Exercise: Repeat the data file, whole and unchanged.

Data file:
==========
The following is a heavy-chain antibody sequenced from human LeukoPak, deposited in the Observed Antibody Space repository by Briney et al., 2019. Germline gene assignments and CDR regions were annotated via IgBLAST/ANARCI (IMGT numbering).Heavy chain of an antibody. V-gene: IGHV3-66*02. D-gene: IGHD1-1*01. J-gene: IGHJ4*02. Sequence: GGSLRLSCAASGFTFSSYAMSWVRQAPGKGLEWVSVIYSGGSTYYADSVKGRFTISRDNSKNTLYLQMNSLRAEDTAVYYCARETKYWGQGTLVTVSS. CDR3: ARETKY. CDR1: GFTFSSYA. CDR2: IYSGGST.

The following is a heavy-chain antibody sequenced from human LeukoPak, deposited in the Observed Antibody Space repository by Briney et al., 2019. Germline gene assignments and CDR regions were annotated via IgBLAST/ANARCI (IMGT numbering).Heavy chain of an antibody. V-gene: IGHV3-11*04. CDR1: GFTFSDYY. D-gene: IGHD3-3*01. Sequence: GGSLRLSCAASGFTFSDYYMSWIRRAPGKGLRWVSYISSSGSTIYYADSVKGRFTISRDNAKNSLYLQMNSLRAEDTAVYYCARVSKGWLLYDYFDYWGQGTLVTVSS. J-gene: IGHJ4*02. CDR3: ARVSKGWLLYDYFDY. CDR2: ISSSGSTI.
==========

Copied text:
The following is a heavy-chain antibody sequenced from human LeukoPak, deposited in the Observed Antibody Space repository by Briney et al., 2019. Germline gene assignments and CDR regions were annotated via IgBLAST/ANARCI (IMGT numbering).Heavy chain of an antibody. V-gene: IGHV3-66*02. D-gene: IGHD1-1*01. J-gene: IGHJ4*02. Sequence: GGSLRLSCAASGFTFSSYAMSWVRQAPGKGLEWVSVIYSGGSTYYADSVKGRFTISRDNSKNTLYLQMNSLRAEDTAVYYCARETKYWGQGTLVTVSS. CDR3: ARETKY. CDR1: GFTFSSYA. CDR2: IYSGGST.

The following is a heavy-chain antibody sequenced from human LeukoPak, deposited in the Observed Antibody Space repository by Briney et al., 2019. Germline gene assignments and CDR regions were annotated via IgBLAST/ANARCI (IMGT numbering).Heavy chain of an antibody. V-gene: IGHV3-11*04. CDR1: GFTFSDYY. D-gene: IGHD3-3*01. Sequence: GGSLRLSCAASGFTFSDYYMSWIRRAPGKGLRWVSYISSSGSTIYYADSVKGRFTISRDNAKNSLYLQMNSLRAEDTAVYYCARVSKGWLLYDYFDYWGQGTLVTVSS. J-gene: IGHJ4*02. CDR3: ARVSKGWLLYDYFDY. CDR2: ISSSGSTI.